- NSW Ministry of the Arts
- Tim Greer, Julie Mackenzie, Jeremy Hughes, Brian Zulaikha, John Chesterman, Bettina Siegmund, Trina Day, Roger O'Sullivan, Vanessa Vorster, Amelia Holliday, Christian Williams
- 2009 International Architecture Award, The Chicago Athenaeum and the European Centre for Architecture, Art, Design Studies. 2008 AIA National Lachlan Macquarie Award for Heritage. 2008 Overall Winner, Idea 08 Interior Design Excellence Awards. 2008 Best Institutional Interior, Idea 08 Interior Design Excellence Awards. 2008 AIA NSW Greenway Award for Heritage. 2008 AIA NSW Award for Public Architecture. 2008 Australian Property Institute, Officer of the Valuer General Heritage Award / 2008 Energy Australia National Trust Heritage Award for Adaptive Reuse, Corporate/Government. 2008 Design Institute of Australia Interior Design Awards, Commendation Public Institutional Interior
CarriageWorks is a new home for contemporary arts in Sydney. Developed by the NSW State Government through Arts NSW, the former 1888 Carriage Workshops building at Eveleigh has been transformed into an innovative new centre committed to the conception, development and presentation of a wide spectrum of performance. Tonkin Zulaikha Greerâ€™s adaptive reuse of the building as the CarriageWorks Contemporary Arts Centre has embraced the buildingâ€™s past whilst providing it with a bold new future.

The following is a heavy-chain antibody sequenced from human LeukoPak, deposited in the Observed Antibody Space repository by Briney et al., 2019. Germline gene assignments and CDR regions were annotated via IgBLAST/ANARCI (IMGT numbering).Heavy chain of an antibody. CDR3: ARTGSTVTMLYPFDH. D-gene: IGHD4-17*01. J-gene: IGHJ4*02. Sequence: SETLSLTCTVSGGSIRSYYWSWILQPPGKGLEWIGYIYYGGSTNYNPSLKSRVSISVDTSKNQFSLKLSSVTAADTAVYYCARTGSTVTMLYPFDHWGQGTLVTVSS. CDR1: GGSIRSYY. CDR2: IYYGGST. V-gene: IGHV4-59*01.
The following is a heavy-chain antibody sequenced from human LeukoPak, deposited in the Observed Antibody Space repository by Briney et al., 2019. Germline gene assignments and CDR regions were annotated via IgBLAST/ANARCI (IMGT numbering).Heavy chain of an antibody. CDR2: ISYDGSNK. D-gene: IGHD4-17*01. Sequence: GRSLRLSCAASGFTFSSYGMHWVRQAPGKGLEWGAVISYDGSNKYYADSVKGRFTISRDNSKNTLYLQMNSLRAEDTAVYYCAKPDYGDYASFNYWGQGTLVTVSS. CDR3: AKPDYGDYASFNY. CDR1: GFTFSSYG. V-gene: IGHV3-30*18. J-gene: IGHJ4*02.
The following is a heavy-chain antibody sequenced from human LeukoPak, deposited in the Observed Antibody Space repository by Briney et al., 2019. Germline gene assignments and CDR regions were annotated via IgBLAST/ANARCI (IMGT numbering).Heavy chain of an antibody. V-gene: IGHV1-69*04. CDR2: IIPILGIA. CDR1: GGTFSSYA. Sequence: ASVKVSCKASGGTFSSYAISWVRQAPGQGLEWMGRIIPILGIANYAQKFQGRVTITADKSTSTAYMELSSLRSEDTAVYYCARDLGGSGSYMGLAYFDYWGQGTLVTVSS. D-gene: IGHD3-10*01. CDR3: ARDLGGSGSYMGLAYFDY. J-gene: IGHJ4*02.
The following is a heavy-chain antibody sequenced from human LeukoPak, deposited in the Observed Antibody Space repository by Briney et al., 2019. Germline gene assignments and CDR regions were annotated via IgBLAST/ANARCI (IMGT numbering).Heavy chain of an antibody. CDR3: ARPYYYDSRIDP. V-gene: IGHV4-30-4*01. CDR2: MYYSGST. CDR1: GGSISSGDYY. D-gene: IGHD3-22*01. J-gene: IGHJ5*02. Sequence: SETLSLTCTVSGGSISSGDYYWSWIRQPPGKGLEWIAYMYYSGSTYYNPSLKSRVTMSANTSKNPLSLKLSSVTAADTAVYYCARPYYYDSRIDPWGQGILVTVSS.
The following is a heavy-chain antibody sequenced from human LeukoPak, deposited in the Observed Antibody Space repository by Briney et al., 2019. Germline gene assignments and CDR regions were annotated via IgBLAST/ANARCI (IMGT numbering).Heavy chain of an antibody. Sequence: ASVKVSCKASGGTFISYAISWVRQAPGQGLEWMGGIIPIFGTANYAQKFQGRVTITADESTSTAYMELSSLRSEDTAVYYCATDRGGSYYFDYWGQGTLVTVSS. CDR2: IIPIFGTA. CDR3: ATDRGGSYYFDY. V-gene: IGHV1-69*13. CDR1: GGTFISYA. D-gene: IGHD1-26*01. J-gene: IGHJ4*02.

Three fully serviced, flexible theatre spaces – small, medium and large – rehearsal rooms, administrative offices, workshop space and amenities are housed in discrete concrete boxes. These are clearly articulated from the heritage fabric, which retains its patina of age and use and its remaining industrial artefacts. The new forms stand free of the rows of original cast iron columns, creating circulation routes in the interstitial spaces with views through the building. The foyer spans the entire width of the building. The linear entry structures to each of the theatre spaces are like â€˜ghostsâ€™ of the carriages that once moved through the space. The front of house is divided by glass doors from the back of house activities, which are located adjacent to the railway tracks.
Bay 17, the large performance space, has been designed for experimental and physical theatre. This required removal of a portion of the original wrought iron framed roof to achieve the briefed height. The new elevated roof echoes the rhythm of the original roof monitors and reads as a glowing beacon. The original trusses have been reused as a sculptural entry structure, located on Wilson Street, to herald the new use.